The alarming results of a study undertaken in France highlighted serious gender differences in cardiac treatment of men and women. These shocking differences contribute to a higher death rate among women suffering a heart attack.
The French study(1) investigated more than 3,000 patients, 32% women, who had been treated for heart attacks over a two-year period.
Lead author Dr. Francois Schiele, Cardiology Chief at the University Hospital in Besancon, France, presented the results of the research at the American College of Cardiology’s 59th Annual Scientific Session in Atlanta last month. Dr. Schiele’s team found that, on average, the women studied:
- were nine years older than their male counterparts
- were in poorer health
- had been less effectively treated for heart attack
- were almost twice as likely as men to die as a result, whether in the hospital or at home during the month following their heart attack.
Researchers then compared the male and female patients to create matched pairs according to baseline characteristics. When they followed the treatment of the man and woman in each pair, the researchers found clear differences in treatment despite highly similar clinical characteristics.
Analysis of the data showed that:
- men were 72% more likely to receive clot-busting drugs than women
- men were also 57% more likely to receive a diagnostic angiogram, a diagnostic procedure in which dye is injected into the arteries of the heart so that doctors can identify blockages through X-ray imaging
- men were 24% more likely to have angioplasty to reopen a blocked artery once identified via angiography
- the death rate among women was 48% higher during their hospital stay compared to their male counterparts
Of course, getting appropriate treatment happens only when appropriate diagnosis happens first.
But women (especially younger women) with heart disease are far more likely than men to be misdiagnosed. Previous research(2) reported in the New England Journal of Medicine looked at more than 10,000 patients (48% women) who went to their hospital Emergency Departments with chest pain or other heart attack symptoms. Investigators found that one in every 50 people who had suffered a heart attack was misdiagnosed and sent home from hospital. But women younger than 55 were seven times more likely to be misdiagnosed than men of the same age.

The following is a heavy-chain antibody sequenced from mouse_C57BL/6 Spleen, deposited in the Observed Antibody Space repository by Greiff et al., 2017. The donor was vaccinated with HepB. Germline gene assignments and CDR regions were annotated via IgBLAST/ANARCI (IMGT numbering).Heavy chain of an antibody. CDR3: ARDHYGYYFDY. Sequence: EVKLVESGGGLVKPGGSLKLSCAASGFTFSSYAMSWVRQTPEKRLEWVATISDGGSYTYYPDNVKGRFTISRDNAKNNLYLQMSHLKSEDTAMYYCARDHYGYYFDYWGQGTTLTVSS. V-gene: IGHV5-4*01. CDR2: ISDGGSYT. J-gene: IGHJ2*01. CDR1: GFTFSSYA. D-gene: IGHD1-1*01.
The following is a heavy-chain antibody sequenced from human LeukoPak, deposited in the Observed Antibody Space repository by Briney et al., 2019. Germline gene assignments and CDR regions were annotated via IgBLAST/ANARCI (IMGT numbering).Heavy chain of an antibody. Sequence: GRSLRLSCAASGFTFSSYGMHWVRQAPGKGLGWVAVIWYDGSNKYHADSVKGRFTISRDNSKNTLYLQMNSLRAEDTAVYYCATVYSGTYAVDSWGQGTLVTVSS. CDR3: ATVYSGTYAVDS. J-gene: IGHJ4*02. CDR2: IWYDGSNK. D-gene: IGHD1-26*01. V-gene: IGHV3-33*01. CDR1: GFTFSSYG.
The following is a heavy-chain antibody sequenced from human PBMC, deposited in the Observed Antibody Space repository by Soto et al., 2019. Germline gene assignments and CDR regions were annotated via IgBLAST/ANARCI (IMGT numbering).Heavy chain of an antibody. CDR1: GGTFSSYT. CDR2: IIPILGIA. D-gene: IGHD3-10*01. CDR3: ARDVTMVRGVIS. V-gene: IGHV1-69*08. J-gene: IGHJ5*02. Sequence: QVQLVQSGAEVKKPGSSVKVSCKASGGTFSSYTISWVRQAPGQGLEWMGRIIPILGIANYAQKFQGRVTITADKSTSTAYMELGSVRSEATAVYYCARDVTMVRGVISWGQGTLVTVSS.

The consequences of this were enormous: being sent away from the hospital during a cardiac event doubled the chances of dying.
January 31, 2016: The American Heart Association released its first ever scientific statement on women’s heart attacks, confirming that “compared to men, women tend to be undertreated”, and including this finding: “While the most common heart attack symptom is chest pain or discomfort for both sexes, women are more likely to have atypical symptoms such as shortness of breath, nausea or vomiting, and back or jaw pain.”
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- How Does It Really Feel to Have a Heart Attack? Women Survivors Tell Their Stories
- Diagnosis – and Misdiagnosis – of Women’s Heart Disease
- 14 Reasons To Be Glad You’re A Man When You’re Having a Heart Attack
- Knowing and Going: Act Fast When Heart Attack Symptoms Hit
- His and Hers Heart Attacks
- Heart Disease: Not Just A Man’s Disease Anymore
- How Doctors Discovered That Women Have Heart Disease, Too
- Gender Differences in Heart Attack Treatment Contribute To Women’s Higher Death Rates
- How a Woman’s Heart Attack is Different From A Man’s
- Women Heart Attack Survivors Know Their Place